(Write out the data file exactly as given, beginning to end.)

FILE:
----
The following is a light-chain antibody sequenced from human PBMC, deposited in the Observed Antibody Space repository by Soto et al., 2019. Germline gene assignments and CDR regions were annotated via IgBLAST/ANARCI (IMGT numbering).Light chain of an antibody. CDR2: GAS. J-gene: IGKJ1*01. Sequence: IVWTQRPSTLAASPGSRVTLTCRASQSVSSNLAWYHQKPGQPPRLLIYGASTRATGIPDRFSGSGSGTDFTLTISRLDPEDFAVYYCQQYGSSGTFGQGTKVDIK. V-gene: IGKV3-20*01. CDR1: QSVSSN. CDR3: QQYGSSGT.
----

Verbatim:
The following is a light-chain antibody sequenced from human PBMC, deposited in the Observed Antibody Space repository by Soto et al., 2019. Germline gene assignments and CDR regions were annotated via IgBLAST/ANARCI (IMGT numbering).Light chain of an antibody. CDR2: GAS. J-gene: IGKJ1*01. Sequence: IVWTQRPSTLAASPGSRVTLTCRASQSVSSNLAWYHQKPGQPPRLLIYGASTRATGIPDRFSGSGSGTDFTLTISRLDPEDFAVYYCQQYGSSGTFGQGTKVDIK. V-gene: IGKV3-20*01. CDR1: QSVSSN. CDR3: QQYGSSGT.